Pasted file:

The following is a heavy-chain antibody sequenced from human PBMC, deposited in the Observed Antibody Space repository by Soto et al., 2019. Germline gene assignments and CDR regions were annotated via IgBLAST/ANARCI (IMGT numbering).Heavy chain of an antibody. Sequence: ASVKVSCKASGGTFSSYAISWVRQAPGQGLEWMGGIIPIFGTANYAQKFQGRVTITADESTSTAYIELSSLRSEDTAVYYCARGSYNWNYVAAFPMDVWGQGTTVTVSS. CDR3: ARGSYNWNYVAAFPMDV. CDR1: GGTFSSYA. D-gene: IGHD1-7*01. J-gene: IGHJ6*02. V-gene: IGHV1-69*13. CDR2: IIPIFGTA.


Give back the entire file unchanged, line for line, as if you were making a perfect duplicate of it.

The following is a heavy-chain antibody sequenced from human PBMC, deposited in the Observed Antibody Space repository by Soto et al., 2019. Germline gene assignments and CDR regions were annotated via IgBLAST/ANARCI (IMGT numbering).Heavy chain of an antibody. Sequence: ASVKVSCKASGGTFSSYAISWVRQAPGQGLEWMGGIIPIFGTANYAQKFQGRVTITADESTSTAYIELSSLRSEDTAVYYCARGSYNWNYVAAFPMDVWGQGTTVTVSS. CDR3: ARGSYNWNYVAAFPMDV. CDR1: GGTFSSYA. D-gene: IGHD1-7*01. J-gene: IGHJ6*02. V-gene: IGHV1-69*13. CDR2: IIPIFGTA.